Updated: September 28, 2020 07:52 PM
Created: September 28, 2020 07:48 PM
(ABC 6 News)-- It is unclear exactly why domestic violence cases are rising in the Rochester area, but officials said the increase happened along with the pandemic. According to Captin Casey Moilanen with the Rochester Police Department, in 2019, 262 domestic violence cases were reported. This year 341 cases have been reported.
"We are seeing abusers snap quicker, and snap harder," said Laura Sutherland, the Program Manager of Victim's services in Olmsted County.
Since March some households have been forced to quarantine together, making it more difficult for victims to leave an unhealthy or unsafe situation. Women's shelter youth programming Director Jeannie Thompson said they are not necessarily seeing an increase in calls, but definitely an increase in protection orders being issued.
The shelter houses both men and women and collaborates with victim's services and the police department to offer resources or support to those victims.
"We'll support them all the way from say filing the initial police report, through charging and ultimately through a trial if it should go forward to that point," said Sutherland.
Through that partnership, officials are looking at ways to make households and relationships safer in this community. With just a phone call to the police department or the crisis hotline, victims can state the first step to making an exit plan. One of the most important factors for leaving an abuser safely, according to Thompson.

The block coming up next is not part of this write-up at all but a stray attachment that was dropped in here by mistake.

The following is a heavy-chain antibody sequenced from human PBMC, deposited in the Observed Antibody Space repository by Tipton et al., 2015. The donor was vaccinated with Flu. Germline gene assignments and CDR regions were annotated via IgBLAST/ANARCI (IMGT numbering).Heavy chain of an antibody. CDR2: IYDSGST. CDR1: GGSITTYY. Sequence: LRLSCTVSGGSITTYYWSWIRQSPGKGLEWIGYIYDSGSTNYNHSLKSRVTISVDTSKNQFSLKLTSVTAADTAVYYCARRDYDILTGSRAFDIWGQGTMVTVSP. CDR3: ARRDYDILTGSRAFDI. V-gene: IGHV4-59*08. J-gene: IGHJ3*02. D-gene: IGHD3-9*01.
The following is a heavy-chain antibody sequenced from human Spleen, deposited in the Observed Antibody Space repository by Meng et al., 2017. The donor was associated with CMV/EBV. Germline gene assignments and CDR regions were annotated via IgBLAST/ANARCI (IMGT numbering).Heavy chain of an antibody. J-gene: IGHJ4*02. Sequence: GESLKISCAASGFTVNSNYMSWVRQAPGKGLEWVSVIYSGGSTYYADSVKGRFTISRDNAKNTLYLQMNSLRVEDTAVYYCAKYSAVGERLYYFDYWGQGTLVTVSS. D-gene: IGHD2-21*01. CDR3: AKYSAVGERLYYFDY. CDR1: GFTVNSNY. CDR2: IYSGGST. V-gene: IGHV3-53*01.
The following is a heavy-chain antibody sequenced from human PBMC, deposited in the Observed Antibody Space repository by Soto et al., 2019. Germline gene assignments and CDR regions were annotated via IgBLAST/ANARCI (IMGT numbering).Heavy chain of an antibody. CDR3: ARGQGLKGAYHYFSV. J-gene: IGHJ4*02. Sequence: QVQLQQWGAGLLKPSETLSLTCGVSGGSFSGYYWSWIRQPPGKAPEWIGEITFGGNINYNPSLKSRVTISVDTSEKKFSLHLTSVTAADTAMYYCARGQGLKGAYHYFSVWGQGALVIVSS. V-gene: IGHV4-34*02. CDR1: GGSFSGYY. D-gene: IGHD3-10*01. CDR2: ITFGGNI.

"Leaving is the most dangerous time for a victim. The six weeks before they leave and the six weeks after. If we can meet with the victim and find out all of the details about their situation, we can help them come up with a safety plan," she said.
Although the state of Minnesota does track those with domestic assault convictions and charges, domestic abusers are not always as easy to identify.
"They don't go around punching people on the street," said Jeannie. " They are charming and selective with their victims."
Olmsted County District attorney Mark Ostrem said he wishes there was a better way to identify and prevent domestic violence from happening in the community.
"Sometimes I wish somebody would wear one of those sandwich boards and have to walk around you know and let people know what they've been up to, but I don't see that happening," he said.
Sutherland said research shows it takes victims up to seven times before they build the courage to leave their abuser. She said resources, and advocates in the community will be waiting to support and help those looking to leave whenever they are ready.
Copyright 2020 - KAAL-TV, LLC A Hubbard Broadcasting Company